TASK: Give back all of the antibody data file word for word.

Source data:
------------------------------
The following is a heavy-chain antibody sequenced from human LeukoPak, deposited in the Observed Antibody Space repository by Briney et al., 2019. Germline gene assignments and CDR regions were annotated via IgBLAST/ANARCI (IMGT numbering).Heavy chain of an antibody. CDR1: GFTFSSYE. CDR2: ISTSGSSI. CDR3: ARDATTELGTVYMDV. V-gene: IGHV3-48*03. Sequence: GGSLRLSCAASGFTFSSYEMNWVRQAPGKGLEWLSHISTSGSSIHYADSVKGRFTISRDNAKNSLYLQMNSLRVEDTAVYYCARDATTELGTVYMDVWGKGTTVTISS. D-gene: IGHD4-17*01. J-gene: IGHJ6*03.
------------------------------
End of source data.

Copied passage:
The following is a heavy-chain antibody sequenced from human LeukoPak, deposited in the Observed Antibody Space repository by Briney et al., 2019. Germline gene assignments and CDR regions were annotated via IgBLAST/ANARCI (IMGT numbering).Heavy chain of an antibody. CDR1: GFTFSSYE. CDR2: ISTSGSSI. CDR3: ARDATTELGTVYMDV. V-gene: IGHV3-48*03. Sequence: GGSLRLSCAASGFTFSSYEMNWVRQAPGKGLEWLSHISTSGSSIHYADSVKGRFTISRDNAKNSLYLQMNSLRVEDTAVYYCARDATTELGTVYMDVWGKGTTVTISS. D-gene: IGHD4-17*01. J-gene: IGHJ6*03.